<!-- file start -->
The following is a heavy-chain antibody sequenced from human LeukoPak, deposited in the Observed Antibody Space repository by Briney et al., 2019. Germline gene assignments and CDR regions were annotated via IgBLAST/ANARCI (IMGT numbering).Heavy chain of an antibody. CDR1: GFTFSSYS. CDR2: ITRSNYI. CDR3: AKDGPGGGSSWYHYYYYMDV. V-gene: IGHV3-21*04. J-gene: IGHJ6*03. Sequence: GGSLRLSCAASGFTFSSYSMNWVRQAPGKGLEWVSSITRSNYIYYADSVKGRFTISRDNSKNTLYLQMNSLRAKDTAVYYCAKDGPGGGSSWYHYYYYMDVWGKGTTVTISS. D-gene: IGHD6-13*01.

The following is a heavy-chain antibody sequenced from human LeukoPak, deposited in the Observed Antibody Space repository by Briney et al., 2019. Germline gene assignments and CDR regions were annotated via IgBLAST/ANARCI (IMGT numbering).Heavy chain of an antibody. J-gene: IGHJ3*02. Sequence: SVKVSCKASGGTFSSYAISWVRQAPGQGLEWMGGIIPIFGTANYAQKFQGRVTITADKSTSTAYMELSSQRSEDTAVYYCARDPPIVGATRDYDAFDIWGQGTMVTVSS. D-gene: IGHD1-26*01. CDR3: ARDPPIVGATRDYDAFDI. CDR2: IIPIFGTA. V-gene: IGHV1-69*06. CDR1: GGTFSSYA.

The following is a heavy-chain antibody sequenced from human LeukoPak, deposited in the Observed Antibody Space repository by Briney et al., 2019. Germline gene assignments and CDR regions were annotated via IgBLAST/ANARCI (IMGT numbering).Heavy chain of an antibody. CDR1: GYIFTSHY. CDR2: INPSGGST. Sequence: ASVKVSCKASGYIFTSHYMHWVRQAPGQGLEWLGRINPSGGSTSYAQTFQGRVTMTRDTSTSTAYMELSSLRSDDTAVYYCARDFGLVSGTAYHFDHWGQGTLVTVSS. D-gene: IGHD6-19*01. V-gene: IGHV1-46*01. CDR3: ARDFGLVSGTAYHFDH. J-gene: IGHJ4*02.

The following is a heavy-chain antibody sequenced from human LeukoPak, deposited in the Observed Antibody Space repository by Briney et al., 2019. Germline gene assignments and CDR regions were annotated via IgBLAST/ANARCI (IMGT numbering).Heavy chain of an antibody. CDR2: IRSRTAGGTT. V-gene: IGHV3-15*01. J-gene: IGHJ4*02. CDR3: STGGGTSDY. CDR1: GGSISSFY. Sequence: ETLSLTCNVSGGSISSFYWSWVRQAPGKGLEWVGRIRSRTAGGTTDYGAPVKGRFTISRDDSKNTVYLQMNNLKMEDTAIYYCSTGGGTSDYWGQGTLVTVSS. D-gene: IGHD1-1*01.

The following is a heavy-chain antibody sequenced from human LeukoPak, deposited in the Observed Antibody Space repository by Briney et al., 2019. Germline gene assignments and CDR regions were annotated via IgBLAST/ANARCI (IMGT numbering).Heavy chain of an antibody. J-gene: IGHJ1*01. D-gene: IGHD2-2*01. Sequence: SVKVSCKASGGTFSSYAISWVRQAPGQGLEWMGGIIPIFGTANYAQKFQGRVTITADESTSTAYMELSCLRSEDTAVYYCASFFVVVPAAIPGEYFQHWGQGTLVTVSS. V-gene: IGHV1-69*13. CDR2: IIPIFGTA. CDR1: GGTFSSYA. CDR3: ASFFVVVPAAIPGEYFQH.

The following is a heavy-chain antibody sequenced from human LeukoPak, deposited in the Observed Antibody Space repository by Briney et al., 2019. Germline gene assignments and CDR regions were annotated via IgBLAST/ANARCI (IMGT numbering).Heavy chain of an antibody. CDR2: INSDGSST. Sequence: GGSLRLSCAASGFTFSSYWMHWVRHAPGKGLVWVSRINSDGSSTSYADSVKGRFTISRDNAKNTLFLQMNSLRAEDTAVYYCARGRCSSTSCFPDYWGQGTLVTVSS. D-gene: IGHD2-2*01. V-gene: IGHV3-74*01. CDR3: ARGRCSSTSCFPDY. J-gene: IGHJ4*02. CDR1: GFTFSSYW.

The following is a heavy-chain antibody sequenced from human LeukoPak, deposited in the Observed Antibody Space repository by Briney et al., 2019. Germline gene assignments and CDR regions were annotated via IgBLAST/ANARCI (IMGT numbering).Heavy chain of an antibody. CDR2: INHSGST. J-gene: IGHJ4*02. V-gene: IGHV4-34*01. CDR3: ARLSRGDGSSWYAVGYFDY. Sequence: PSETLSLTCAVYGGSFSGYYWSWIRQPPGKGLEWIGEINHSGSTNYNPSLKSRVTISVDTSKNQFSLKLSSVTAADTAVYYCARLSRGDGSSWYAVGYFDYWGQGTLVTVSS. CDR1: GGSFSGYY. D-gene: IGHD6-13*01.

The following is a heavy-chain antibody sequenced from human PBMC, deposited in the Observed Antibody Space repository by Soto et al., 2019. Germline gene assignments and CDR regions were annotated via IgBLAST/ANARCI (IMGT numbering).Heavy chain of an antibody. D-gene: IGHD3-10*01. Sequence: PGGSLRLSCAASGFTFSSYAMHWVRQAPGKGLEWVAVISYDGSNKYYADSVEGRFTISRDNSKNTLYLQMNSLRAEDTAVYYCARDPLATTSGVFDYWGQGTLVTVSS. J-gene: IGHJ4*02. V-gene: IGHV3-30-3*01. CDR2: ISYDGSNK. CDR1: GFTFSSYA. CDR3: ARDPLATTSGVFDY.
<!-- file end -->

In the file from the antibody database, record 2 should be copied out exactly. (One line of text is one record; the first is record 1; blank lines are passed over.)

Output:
The following is a heavy-chain antibody sequenced from human LeukoPak, deposited in the Observed Antibody Space repository by Briney et al., 2019. Germline gene assignments and CDR regions were annotated via IgBLAST/ANARCI (IMGT numbering).Heavy chain of an antibody. J-gene: IGHJ3*02. Sequence: SVKVSCKASGGTFSSYAISWVRQAPGQGLEWMGGIIPIFGTANYAQKFQGRVTITADKSTSTAYMELSSQRSEDTAVYYCARDPPIVGATRDYDAFDIWGQGTMVTVSS. D-gene: IGHD1-26*01. CDR3: ARDPPIVGATRDYDAFDI. CDR2: IIPIFGTA. V-gene: IGHV1-69*06. CDR1: GGTFSSYA.